Reading of Sonnet 47
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The images in the YouTube video are from an original 1609 edition of Shake-speares Sonnets held by the British Library. It is one of only thirteen copies in existence. Images courtesy of the Octavo Corporation.
Modernized Spelling and Punctuation
Betwixt mine eye and heart a league is took,
And each doth good turns now unto the other.
When that mine eye is famished for a look,
Or heart in love with sighs himself doth smother,
With my love’s picture then my eye doth feast
And to the painted banquet bids my heart.
Another time mine eye is my heart’s guest
And in his thoughts of love doth share a part.
So, either by thy picture or my love,
Thyself away are present still with me;
For thou not farther than my thoughts canst move,
And I am still with them, and they with thee;
Or, if they sleep, thy picture in my sight
Awakes my heart to heart’s and eye’s delight.
Simplified Modern English Translation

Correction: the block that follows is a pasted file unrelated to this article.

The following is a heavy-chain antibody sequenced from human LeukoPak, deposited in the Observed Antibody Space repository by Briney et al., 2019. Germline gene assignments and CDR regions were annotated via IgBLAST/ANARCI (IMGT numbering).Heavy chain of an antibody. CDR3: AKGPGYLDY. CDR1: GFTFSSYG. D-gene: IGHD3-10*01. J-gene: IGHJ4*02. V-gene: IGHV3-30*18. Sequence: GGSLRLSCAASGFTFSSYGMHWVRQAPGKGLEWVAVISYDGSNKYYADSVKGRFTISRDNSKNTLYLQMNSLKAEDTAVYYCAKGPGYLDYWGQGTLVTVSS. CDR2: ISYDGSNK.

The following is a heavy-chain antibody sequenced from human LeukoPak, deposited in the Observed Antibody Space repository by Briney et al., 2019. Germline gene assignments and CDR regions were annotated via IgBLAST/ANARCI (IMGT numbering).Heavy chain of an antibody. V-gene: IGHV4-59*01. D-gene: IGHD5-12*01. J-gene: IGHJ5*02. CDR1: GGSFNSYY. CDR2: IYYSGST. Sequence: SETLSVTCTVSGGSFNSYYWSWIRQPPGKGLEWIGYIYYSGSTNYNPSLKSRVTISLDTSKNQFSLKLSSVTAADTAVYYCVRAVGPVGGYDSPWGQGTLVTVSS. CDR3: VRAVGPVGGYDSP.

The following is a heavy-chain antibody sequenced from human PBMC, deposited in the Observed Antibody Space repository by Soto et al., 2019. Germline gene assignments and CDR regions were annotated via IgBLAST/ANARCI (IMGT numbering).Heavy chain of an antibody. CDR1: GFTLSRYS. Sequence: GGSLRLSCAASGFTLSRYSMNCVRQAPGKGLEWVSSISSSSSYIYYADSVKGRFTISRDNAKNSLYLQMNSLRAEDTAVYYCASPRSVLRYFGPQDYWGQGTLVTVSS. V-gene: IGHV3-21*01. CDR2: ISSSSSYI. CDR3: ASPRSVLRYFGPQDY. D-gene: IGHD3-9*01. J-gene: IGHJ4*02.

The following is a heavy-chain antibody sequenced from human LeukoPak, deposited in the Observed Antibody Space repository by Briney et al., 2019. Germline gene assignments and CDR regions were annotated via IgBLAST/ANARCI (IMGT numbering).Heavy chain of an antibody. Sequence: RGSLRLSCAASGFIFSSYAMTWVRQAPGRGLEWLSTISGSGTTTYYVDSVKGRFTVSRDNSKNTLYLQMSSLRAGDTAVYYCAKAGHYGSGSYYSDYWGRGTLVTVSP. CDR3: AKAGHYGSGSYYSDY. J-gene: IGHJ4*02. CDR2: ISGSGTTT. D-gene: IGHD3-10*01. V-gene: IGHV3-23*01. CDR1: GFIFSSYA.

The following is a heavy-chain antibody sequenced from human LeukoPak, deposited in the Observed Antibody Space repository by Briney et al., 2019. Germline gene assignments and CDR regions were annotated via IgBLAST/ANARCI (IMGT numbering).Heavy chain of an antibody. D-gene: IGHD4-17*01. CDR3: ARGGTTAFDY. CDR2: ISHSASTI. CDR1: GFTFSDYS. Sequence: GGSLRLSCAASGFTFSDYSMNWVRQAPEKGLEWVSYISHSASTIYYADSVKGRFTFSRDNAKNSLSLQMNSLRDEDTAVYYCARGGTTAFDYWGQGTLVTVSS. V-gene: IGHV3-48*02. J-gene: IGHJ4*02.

My eye and my heart have made an alliance with each other
and each now does good deeds for the other.
For example, when my eye is starved for a look at you,
or my lovestruck heart is smothering itself in sighs,
my eye will feast itself on your picture,
and generously invite my heart to enjoy the view.
Another time my eye may be my heart’s guest
and be allowed to share in my heart’s loving thoughts.
So, either by your picture or my heart’s love,
even though far away, you are continually present with me;
for you can not travel farther than my thoughts,
and I am always with them, and they are always with you;
or, even as I sleep, with your picture in my dreams
my heart and eyes remain immersed in love’s delight.
Text from Original 1609 Quarto
Transcription courtesy of University of Virginia Library:
Betwixt mine eye and heart a league is tooke,
And each doth good turnes now vnto the other,
When that mine eye is famisht for a looke,
Or heart in loue with sighes himselfe doth smother;
With my loues picture then my eye doth feast,
And to the painted banquet bids my heart:
An other time mine eye is my hearts guest,
And in his thoughts of loue doth share a part.
So either by thy picture or my loue,
Thy selfe away, are present still with me,
For thou nor¹ farther then my thoughts canst moue,
And I am still with them, and they with thee.
Or if they sleepe, thy picture in my sight
Awakes my heart, to hearts and eyes delight.
Wording differences between the text and the reading are noted with a superscript:
¹ not (“no” could also be used)